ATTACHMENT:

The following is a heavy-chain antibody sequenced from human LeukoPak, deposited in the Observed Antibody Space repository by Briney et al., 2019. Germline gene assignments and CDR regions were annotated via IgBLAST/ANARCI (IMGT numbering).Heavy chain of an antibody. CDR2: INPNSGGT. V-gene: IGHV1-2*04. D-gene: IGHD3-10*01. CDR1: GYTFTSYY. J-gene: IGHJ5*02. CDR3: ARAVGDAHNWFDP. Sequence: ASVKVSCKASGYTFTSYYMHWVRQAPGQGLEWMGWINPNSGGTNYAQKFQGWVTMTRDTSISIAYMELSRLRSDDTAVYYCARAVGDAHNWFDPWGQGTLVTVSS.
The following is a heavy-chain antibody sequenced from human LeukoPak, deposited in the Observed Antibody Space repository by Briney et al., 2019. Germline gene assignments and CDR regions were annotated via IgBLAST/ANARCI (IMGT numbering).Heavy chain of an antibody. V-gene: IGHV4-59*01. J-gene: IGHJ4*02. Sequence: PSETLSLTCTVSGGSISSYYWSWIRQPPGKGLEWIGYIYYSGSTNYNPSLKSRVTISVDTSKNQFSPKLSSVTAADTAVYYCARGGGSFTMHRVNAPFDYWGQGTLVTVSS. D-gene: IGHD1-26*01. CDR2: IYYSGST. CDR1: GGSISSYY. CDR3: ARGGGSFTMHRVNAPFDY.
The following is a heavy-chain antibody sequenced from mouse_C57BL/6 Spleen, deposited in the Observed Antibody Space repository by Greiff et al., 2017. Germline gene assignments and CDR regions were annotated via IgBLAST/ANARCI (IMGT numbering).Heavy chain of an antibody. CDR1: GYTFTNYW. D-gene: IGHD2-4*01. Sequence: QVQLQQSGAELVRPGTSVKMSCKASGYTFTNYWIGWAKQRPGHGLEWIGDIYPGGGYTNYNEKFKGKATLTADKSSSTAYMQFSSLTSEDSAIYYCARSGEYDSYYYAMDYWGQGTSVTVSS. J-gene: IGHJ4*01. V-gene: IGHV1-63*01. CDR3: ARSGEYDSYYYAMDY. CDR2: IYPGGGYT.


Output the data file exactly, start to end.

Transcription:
The following is a heavy-chain antibody sequenced from human LeukoPak, deposited in the Observed Antibody Space repository by Briney et al., 2019. Germline gene assignments and CDR regions were annotated via IgBLAST/ANARCI (IMGT numbering).Heavy chain of an antibody. CDR2: INPNSGGT. V-gene: IGHV1-2*04. D-gene: IGHD3-10*01. CDR1: GYTFTSYY. J-gene: IGHJ5*02. CDR3: ARAVGDAHNWFDP. Sequence: ASVKVSCKASGYTFTSYYMHWVRQAPGQGLEWMGWINPNSGGTNYAQKFQGWVTMTRDTSISIAYMELSRLRSDDTAVYYCARAVGDAHNWFDPWGQGTLVTVSS.
The following is a heavy-chain antibody sequenced from human LeukoPak, deposited in the Observed Antibody Space repository by Briney et al., 2019. Germline gene assignments and CDR regions were annotated via IgBLAST/ANARCI (IMGT numbering).Heavy chain of an antibody. V-gene: IGHV4-59*01. J-gene: IGHJ4*02. Sequence: PSETLSLTCTVSGGSISSYYWSWIRQPPGKGLEWIGYIYYSGSTNYNPSLKSRVTISVDTSKNQFSPKLSSVTAADTAVYYCARGGGSFTMHRVNAPFDYWGQGTLVTVSS. D-gene: IGHD1-26*01. CDR2: IYYSGST. CDR1: GGSISSYY. CDR3: ARGGGSFTMHRVNAPFDY.
The following is a heavy-chain antibody sequenced from mouse_C57BL/6 Spleen, deposited in the Observed Antibody Space repository by Greiff et al., 2017. Germline gene assignments and CDR regions were annotated via IgBLAST/ANARCI (IMGT numbering).Heavy chain of an antibody. CDR1: GYTFTNYW. D-gene: IGHD2-4*01. Sequence: QVQLQQSGAELVRPGTSVKMSCKASGYTFTNYWIGWAKQRPGHGLEWIGDIYPGGGYTNYNEKFKGKATLTADKSSSTAYMQFSSLTSEDSAIYYCARSGEYDSYYYAMDYWGQGTSVTVSS. J-gene: IGHJ4*01. V-gene: IGHV1-63*01. CDR3: ARSGEYDSYYYAMDY. CDR2: IYPGGGYT.